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Siraj Syed


Siraj Syed is the India Correspondent for FilmFestivals.com and a member of FIPRESCI, the International Federation of Film Critics. He is a Film Festival Correspondent since 1976, Film-critic since 1969 and a Feature-writer since 1970. He is also an acting and dialogue coach. 

 

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Uunchai, Review: Plateau

Uunchai, Review: Plateau
Rajshri Productions have a tradition of making family oriented subjects and shaping them into very lengthy films. By comparison, Uunchai, at 169 minutes, is a short film. Even at that length, it fails to reach the heights that the cast and the director promise. With no less an actor than Amitabh Bachchan himself heading the cast, Uunchai (height; spelt unconventionally, this was instead of the phonetic, Oonchai) was expected to reach some dizzy heights, with a subject based on friendship and a senior citizens’ expedition to the Everest Base Camp thrown in. What we find here is that there are some emotions that keep recurring and a narrative that has very few twists or plot points. If you plot the emotions and twists, you are more likely to draw a plateau rather than peaks.
 
Four aging friends are truly devoted to each other. They are Amit Shrivastav, an author, Om Sharma, a bookseller, Javed Siddiqui, a hosiery dealer and Bhupen, whose profession is unspecified. They celebrate Bhupen’s birthday, after which Bhupen suffers cardiac arrest. Before dying, he leaves tickets for an Everest Base Camp Expedition and expresses a last wish that he wants to go there with his buddies once before he dies. Bhupen was a Nepali and had grown-up on the mountains around Mount Everest. Although the three surviving friends are on the wrong side of 60, they decide to honour Bhupen’s wishes and begin making preparations to leave for the base camp, with the expedition still two months away.
 
Amit takes the lead in the matter and convinces a reluctant Om to agree to the journey. Convincing Javed is a tough task, because he cannot stay away from his wife Sabina even for a single day. But they spin a yarn and take her along. The men decide to go as far as possible by road, with Amit at the wheels. Starting from native Delhi, they go via Agra, Kanpur and Gorakhpur. They stop over at the home of Heeba and Vali, the daughter and son-in-law of Javed and Sabina, because it is Heeba’s birthday. However, the parents are shocked to find that the couple have their own plans and a number of guests are invited to stay over, leaving no room for the ‘surprise’ guests. Heeba’s parents and the other travellers have to stay in a hotel for the night. Along the way, a mysterious woman called Mala Trivedi joins the fellow travellers, with a ticket for the same Everest Base Camp Expedition, to be led by Shraddha Gupta.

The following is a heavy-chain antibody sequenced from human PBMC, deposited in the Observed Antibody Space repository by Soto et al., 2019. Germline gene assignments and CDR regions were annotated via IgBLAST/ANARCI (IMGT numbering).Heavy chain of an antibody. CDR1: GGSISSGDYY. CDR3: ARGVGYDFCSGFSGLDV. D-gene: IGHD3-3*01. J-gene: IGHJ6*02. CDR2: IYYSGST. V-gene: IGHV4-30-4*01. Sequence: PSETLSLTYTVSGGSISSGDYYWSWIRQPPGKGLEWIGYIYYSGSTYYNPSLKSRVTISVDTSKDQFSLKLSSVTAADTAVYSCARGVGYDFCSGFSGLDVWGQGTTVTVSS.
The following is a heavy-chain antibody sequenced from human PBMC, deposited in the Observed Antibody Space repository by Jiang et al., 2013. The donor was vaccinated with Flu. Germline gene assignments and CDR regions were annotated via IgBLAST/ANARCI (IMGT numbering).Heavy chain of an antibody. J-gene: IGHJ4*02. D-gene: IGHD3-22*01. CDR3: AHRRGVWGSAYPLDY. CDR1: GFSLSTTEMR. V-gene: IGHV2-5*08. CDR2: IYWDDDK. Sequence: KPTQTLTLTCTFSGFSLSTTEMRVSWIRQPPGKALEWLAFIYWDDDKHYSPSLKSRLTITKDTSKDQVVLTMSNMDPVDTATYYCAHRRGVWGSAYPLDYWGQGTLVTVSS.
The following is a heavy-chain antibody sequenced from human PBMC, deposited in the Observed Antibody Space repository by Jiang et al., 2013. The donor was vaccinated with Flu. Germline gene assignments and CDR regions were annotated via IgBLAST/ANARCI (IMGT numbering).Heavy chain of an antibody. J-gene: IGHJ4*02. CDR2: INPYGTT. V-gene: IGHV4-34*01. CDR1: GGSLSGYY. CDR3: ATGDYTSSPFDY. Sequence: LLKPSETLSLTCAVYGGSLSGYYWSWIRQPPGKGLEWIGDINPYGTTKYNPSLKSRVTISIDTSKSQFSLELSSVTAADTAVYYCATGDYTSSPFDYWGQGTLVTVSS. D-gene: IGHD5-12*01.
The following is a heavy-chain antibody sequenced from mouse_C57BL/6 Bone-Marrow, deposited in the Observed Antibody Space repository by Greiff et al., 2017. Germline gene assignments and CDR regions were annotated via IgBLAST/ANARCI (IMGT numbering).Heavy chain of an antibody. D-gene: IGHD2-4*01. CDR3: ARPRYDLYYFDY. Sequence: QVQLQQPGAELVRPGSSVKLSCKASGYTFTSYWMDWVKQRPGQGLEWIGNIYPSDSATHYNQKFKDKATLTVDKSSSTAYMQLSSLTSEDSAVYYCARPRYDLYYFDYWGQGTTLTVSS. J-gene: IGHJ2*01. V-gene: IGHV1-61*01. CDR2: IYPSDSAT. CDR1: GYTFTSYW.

An extremely thin storyline by Sunil Gandhi unfolds at a leisurely pace, courtesy screenplay writer Abhishek Dixit. Considering the beginning of the narrative is the death of Bhupen, it cannot be called a twist. But yes, there are a few genuine twists, like the identity of Mala and Amit’s illness. Too bad. Too little, too late. We know nothing of the background of Bhupen, and only skeletal flashes about Amit. However, there is a detailed look into the family and past of Om. This becomes a lop-sided picture. Details about Shraddha’s family predicament are revealed only through conversations she has with Amit, during the trek. In the trek itself, you are ready for a natural phenomenon that will threaten the lives of these old men as well as the certainty that one of them will fall very ill, but not die. Two deaths would be too much to mourn, in a saga of four friends. You are also sure that Javed will not opt out, come what may.
 
You also get a detailed peep into the work and family life of Javed, all the more because Sabina is part of the expedition till the real ‘expedition’ begins. And although you might not expect Mala and her story, you surely expect a blast from the past of Bhupen’s life, since he was a bachelor. With turns and twists being predictable, the going does become laborious. Dialogue is faulty at many places. Attempts at inserting comedy via Javed and Sabina are only mildly funny, and sometimes not even that. We see only short snatches of the preparations the trio make for the trip. One of these, the medical tests and its results, is interesting. However, I don’t think it is the norm to discuss the results of such tests before all candidates openly and simultaneously. Yet, the fact that the doctor withholds one reading of one member and reveals the ramifications to the candidate separately was the correct prodedure.
 
Not a prolific director by any stretch of the imagination, Sooraj R. Barjatya (Maine Pyar Kiya, Hum Aapke Hain Koun, Hum Saath Hain, Prem Ratan Dhan Payo; 8 films in 23 years) specialises, self admittedly and for all to see, in family subjects, propounding traditional values and extended households. This is the first time he has stepped outside his comfort zone, and that too, not quite, for everyone in the escapade has a back-story and all the main characters are dealing with demons from their past. But the real demon that he tackles through only phone calls, that too from one side, is dogging Shraddha Gupta. That is the one that is most subtly handled. Although Om’s back-story is the most elaborate and convincing, that of Amit is clichéd, and that of Javed a bit over-the-top.